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Blue Seal Feeds beefs up for changing times

Makeover diversifies inventory, clientele

DERRY, N.H. -- Jackson Strong remembers when the customers at Blue Seal Feeds and Needs were mostly farmers.

''There aren't many farmers around now, but everybody used to have a farm, whether it was dairy or poultry," said Strong, 63, who was raised on his grandmother's poultry farm in New Boston and has worked at the Derry store for the past 11 years. ''Horse feed is still our top seller, but we sell a lot of pet products."

Blue Seal Feeds Inc., based in Londonderry, employs about 500 people at nine manufacturing plants throughout New England. It has been in the business of selling animal feed for about 140 years, but in recent years has undergone a gradual makeover to appeal to a new generation of customers.

Those changes can be seen at the Blue Seal Feeds and Needs in Derry, where pumpkins and potted mums are on display, along with bird feed on the shelves. The company is now catering as much to gardeners as horse owners.

Blue Seal was a family-owned business until it became a subsidiary of Varied Investments Inc. of Muscatine, Iowa, in 1989.

In the mid-1990s, Blue Seal still dominated the horse-feed market, with a 60 to 75 percent market share in New England, but managers were concerned the brand was unknown to the new population of residents from out of state, said Jim Willett, vice president of the consumer brands division for Blue Seal.

''We realized we had an older generation of people who knew about Blue Seal," said Willett. ''We wanted to make sure to keep them and bring in some younger people."

The first problem to address: Blue Seal's changing customer base.

Fifty years ago, the average Blue Seal customer was a male farmer who stayed put most of his life. His product of choice: feed for farm animals he raised for milk, meat, and eggs, Willett said.

Now the typical customer is a woman who owns horses, or people with hobby farms and gardens. Changing demographics meant customers were not necessarily native New Englanders.

''Packing designed to appeal to a female buyer was new for our company," said Willett. ''We're the 800-pound gorilla in the feed business, but our whole image needed some freshening up."

The person most responsible for revamping the Blue Seal image and exploring new lines of pet food is Terry Vital, president of Vital & Ryze Advertising of Manchester.

''Blue Seal went from agricultural products for farms and gentlemen hobby farmers and shifted to pet products," said Vital. ''Blue Seal wants to protect their interests in [the] agricultural market; it's one of their values. But for them to experience fiscal fitness, it's a matter of them looking to new markets."

The relationship between Vital's firm and Blue Seal is evidence that gender plays a part in the corporate world. Blue Seal turned to Vital because it was seeking to avoid mega agencies, and wanted an agency that was approachable, based nearby, and run by a woman.

Ironically, when Vital started her firm 15 years ago, she said, she was hampered by the image of a one-woman firm and added the name ''Ryze"' to her company name to give clients the impression of a bigger company. (The word doesn't stand for anything, but Vital said she chose it because it sounded upbeat and would be memorable because of the unusual spelling.)

Now, Vital says her firm has grown into one of the top five agencies in New Hampshire in terms of revenue, with clients ranging from medical manufacturers to national consumer products.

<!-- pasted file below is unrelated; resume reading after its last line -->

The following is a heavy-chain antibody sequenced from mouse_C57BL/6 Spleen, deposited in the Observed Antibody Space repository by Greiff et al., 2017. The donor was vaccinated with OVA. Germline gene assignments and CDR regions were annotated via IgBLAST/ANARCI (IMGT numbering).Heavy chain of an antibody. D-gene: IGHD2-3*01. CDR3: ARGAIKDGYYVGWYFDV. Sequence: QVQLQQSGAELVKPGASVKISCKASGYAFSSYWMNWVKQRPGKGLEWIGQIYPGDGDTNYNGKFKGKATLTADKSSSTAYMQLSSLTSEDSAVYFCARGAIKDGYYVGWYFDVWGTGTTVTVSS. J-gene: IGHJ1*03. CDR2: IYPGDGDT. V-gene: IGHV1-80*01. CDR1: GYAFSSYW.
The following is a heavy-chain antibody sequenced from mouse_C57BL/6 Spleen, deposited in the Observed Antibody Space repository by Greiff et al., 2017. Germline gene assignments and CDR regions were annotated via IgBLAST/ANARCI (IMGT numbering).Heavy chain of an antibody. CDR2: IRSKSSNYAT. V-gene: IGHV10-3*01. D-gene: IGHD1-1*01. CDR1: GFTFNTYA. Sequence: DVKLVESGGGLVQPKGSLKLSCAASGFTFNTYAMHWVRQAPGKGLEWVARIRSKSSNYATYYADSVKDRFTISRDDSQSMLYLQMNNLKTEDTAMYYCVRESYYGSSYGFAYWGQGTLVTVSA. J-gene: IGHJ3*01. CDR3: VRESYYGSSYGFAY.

Market research and consumer testing showed Blue Seal's best approach was to promote its heritage, while also positioning its products to appeal to a consumer interested in healthy lifestyle values, Vital said.

''Their studies, which we validated, showed those people who have healthy lifestyles personally, prefer to buy healthy lifestyle products for their animals," Vital said.

The descriptions of its new bird feed and horse treats sound wholesome and indulgent enough to be sold for human consumption at an organic food store.

For example, Blue Seal's woodpecker mix is described as having a hearty, coarse-textured blend containing a generous amount of peanuts and tree nuts, de-hulled cornflower seeds and chips, coarse cracked corn, berries, and pumpkin seeds.

Blue Seal packaging now contains color photographs, product photos, and slogans that highlight the ingredients and vitamins. Willett declined to provide specific numbers, but said sales have been growing steadily, reversing a downward trend. The success triggered more support for introducing new products and launching a new brand.

On a rainy Saturday afternoon at the Derry store, the customers reflected the shift in Blue Seal's approach. A man rushed in from the downpour and, in a tone that suggested an emergency, asked Strong where he could find a specialty bird feed.

Meanwhile, a blue pickup pulled into the warehouse drive-through, and workers helped load 50-pound sacks of trotter horse feed and bales of hay onto the truck.

''I sometimes think there are as many people raising birds as farm animals," Strong said. ''A guy just came in today who always drives up from Massachusetts and bought a couple of 50-pound bags of parakeet feed."

Under a different brand name, Blue Seal expanded into the lucrative pet food business with a byNature line of holistic animal, dog, and cat food, including power bars and low-carb food for animals and pets.

''If we hadn't have changed, we'd be dead in the water," Willett said. ''The younger generation didn't know we were a 140-year-old company. You have to change with your customer." 

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